Wayfair Turns to SketchUp for 3D Furniture Presentation
There is literally nothing stopping us, right now, from taking our mobile devices and shopping for furniture right off an Internet connection, no matter where we happen to be.
But as anyone who’s ever shopped for furniture online will know, there’s one key component missing that makes the brick-and-mortar furniture store a lot better: the sensory appeal.
The way a piece looks, and therefore might look in our own houses, is part of the whole experience, one that doesn’t always translate to online use.
That’s about to change with a new move from Wayfair, which brings in 3D modeler SketchUp to help fill in a critical gap. Wayfair is providing 1,000 models to SketchUp’s 3D Warehouse in a bid to help provide better modeling and better visuals of the furniture associated with these models.
Steve Conine, Wayfair’s cofounder and current co-chairman, offered explanation of the value created here, saying “The availability of our 3-D model library on SketchUp will further streamline this process by enabling designers to quickly and accurately place furniture into their designs, easily test a variety of options and, ultimately, use the real product in their visualizations.”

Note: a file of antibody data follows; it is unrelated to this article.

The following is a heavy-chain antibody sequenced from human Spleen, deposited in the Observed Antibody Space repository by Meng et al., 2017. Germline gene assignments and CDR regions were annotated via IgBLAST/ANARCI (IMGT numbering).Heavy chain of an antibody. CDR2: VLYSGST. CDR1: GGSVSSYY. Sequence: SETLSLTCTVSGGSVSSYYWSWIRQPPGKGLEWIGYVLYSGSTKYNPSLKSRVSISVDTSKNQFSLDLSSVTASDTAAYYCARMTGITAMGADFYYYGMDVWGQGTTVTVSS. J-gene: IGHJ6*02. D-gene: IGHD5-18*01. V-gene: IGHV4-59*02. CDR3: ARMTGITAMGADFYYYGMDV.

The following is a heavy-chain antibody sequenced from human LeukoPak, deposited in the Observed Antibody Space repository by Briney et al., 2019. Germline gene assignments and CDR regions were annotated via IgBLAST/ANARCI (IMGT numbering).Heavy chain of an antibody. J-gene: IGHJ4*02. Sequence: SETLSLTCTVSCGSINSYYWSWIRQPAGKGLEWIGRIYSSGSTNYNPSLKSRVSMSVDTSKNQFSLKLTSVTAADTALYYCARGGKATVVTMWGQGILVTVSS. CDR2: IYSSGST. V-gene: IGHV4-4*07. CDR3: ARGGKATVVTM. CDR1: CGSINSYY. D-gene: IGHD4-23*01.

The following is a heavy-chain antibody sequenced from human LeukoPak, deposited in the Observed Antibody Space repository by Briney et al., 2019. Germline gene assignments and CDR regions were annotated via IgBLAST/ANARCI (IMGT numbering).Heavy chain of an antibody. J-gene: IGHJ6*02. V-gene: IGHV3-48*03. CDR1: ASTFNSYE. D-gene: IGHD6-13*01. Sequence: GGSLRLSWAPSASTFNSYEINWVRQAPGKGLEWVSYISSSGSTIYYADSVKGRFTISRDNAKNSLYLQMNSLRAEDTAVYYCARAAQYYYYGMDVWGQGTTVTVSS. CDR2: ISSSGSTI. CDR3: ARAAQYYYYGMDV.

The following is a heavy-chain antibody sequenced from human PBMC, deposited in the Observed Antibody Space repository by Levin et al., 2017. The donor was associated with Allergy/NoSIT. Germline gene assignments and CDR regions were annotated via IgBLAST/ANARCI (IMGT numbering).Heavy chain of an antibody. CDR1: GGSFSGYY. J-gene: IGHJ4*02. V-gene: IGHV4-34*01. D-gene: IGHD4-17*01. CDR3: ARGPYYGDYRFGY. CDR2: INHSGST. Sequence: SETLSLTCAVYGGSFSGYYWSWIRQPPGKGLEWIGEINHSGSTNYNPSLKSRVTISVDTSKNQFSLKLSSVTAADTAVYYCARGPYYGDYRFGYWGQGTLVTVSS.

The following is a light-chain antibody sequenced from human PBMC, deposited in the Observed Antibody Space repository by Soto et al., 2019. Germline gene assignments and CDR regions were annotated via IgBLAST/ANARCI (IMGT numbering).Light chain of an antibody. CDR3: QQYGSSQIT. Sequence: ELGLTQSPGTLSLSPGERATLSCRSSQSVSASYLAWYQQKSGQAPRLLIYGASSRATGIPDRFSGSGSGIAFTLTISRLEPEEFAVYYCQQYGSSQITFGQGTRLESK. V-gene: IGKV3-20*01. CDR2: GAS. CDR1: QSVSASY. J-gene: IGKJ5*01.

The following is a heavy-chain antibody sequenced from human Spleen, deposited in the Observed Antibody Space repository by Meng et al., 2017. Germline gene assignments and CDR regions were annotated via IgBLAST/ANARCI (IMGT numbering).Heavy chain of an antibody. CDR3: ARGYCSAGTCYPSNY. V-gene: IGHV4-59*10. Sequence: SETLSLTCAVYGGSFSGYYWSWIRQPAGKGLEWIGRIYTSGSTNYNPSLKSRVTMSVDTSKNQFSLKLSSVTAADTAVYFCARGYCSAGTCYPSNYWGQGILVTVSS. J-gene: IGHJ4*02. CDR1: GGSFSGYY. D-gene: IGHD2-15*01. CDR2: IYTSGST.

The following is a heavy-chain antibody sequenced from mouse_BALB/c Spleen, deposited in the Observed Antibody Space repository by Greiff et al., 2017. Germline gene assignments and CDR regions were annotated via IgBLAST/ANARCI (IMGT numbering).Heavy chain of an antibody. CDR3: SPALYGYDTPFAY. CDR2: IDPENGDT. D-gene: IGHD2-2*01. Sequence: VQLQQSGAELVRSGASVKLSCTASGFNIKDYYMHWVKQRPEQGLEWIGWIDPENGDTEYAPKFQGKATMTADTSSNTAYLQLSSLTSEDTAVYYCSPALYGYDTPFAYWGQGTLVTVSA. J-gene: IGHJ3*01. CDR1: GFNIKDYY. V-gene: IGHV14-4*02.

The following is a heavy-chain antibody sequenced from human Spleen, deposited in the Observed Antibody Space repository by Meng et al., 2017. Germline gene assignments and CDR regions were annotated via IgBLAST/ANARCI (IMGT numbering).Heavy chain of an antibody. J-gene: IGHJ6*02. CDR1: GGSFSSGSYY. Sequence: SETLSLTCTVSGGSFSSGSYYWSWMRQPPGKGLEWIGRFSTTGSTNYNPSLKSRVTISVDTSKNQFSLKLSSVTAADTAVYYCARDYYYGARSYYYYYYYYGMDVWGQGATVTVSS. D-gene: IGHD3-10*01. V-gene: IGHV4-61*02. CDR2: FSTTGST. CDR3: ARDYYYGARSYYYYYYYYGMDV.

It’s a great step forward, but the primary problem still remains: how does one tell just how comfortable a piece of furniture actually is without planting one’s backside into said furniture first? Going on looks alone is a fool’s errand; I’ve seen enough furniture that looks comfortable only to try and sit on it and discover it’s hard as a rock or oddly sloped or some other variant of “not comfortable.”
Buying furniture online, whether using mobile or not, can’t do much about that point, but Wayfair—which already has a staggering array of furniture products available to choose from—is making its lineup that much more palatable by offering a 3D look at the furniture available.
This is a move that might well land Wayfair a few more customers, and in the end, give it the edge it needs to make further headway in the market. It may not work quite that well—the comfort part is still in the way—but it’s certainly making progress.